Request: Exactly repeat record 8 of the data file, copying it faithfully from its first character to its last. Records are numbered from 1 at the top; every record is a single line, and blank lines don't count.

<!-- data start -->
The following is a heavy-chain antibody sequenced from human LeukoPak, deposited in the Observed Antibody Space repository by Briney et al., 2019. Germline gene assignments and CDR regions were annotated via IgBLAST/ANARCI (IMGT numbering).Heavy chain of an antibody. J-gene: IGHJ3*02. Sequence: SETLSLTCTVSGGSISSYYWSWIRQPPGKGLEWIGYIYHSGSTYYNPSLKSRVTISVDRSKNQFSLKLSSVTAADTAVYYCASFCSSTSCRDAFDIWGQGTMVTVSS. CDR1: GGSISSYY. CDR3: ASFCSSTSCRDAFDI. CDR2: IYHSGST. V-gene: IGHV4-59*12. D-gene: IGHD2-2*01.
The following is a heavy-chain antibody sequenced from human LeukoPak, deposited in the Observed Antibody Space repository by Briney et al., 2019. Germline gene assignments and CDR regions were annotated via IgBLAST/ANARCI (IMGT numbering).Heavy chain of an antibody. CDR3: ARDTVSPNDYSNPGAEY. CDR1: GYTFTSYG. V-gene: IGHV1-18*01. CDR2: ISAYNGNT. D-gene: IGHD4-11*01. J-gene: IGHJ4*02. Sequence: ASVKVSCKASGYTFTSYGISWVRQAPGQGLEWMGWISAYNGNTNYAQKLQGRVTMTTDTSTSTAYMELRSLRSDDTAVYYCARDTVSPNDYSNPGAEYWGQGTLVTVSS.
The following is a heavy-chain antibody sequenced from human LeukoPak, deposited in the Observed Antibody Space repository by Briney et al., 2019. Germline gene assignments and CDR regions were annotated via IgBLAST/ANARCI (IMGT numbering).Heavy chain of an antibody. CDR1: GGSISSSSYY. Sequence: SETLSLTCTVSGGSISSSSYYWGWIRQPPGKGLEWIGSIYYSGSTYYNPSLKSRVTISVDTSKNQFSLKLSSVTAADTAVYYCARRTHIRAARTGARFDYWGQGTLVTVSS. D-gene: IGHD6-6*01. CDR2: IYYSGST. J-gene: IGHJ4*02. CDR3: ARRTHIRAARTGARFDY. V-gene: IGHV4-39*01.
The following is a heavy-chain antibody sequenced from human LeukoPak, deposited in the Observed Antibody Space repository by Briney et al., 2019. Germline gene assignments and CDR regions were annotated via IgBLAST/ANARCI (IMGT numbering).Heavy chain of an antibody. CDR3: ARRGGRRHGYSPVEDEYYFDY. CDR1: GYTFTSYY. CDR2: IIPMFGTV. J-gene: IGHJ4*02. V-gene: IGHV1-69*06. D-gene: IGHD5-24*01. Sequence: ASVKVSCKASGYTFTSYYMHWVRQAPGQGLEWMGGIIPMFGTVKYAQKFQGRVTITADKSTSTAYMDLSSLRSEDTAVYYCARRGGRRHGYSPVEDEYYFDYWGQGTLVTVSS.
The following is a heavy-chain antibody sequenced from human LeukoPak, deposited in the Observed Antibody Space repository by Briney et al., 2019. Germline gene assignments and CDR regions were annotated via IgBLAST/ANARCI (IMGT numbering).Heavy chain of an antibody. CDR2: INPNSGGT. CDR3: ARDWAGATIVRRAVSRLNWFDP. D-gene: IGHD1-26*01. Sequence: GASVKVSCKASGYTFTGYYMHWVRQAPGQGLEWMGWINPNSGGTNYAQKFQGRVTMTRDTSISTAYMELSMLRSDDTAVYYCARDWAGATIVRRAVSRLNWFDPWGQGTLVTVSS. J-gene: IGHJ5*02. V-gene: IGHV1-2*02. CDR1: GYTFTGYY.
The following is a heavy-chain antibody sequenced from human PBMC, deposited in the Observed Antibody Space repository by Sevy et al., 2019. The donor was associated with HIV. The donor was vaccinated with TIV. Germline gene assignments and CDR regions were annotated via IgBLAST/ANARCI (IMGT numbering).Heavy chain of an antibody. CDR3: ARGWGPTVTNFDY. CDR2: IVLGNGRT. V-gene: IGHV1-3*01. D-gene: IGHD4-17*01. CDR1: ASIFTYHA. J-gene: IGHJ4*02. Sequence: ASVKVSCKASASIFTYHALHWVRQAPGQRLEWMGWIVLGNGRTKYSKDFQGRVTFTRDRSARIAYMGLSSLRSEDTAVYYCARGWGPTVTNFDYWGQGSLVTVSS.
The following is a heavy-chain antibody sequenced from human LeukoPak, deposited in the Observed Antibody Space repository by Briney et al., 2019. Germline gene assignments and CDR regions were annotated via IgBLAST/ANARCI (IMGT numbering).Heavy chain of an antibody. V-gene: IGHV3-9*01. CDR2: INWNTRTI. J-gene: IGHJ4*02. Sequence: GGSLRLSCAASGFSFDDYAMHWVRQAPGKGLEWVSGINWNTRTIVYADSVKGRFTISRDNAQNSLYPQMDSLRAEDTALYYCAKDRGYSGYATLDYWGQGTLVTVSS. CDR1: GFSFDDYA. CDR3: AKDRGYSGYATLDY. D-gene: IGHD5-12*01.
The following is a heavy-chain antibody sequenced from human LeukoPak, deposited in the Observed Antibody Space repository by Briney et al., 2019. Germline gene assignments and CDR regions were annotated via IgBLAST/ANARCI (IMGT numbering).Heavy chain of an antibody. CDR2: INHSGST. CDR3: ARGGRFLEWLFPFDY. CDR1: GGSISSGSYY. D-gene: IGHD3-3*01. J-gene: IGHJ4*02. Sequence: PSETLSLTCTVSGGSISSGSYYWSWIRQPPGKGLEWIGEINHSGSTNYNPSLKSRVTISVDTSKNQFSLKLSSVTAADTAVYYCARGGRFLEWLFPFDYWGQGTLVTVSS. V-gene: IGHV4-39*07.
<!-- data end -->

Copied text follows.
The following is a heavy-chain antibody sequenced from human LeukoPak, deposited in the Observed Antibody Space repository by Briney et al., 2019. Germline gene assignments and CDR regions were annotated via IgBLAST/ANARCI (IMGT numbering).Heavy chain of an antibody. CDR2: INHSGST. CDR3: ARGGRFLEWLFPFDY. CDR1: GGSISSGSYY. D-gene: IGHD3-3*01. J-gene: IGHJ4*02. Sequence: PSETLSLTCTVSGGSISSGSYYWSWIRQPPGKGLEWIGEINHSGSTNYNPSLKSRVTISVDTSKNQFSLKLSSVTAADTAVYYCARGGRFLEWLFPFDYWGQGTLVTVSS. V-gene: IGHV4-39*07.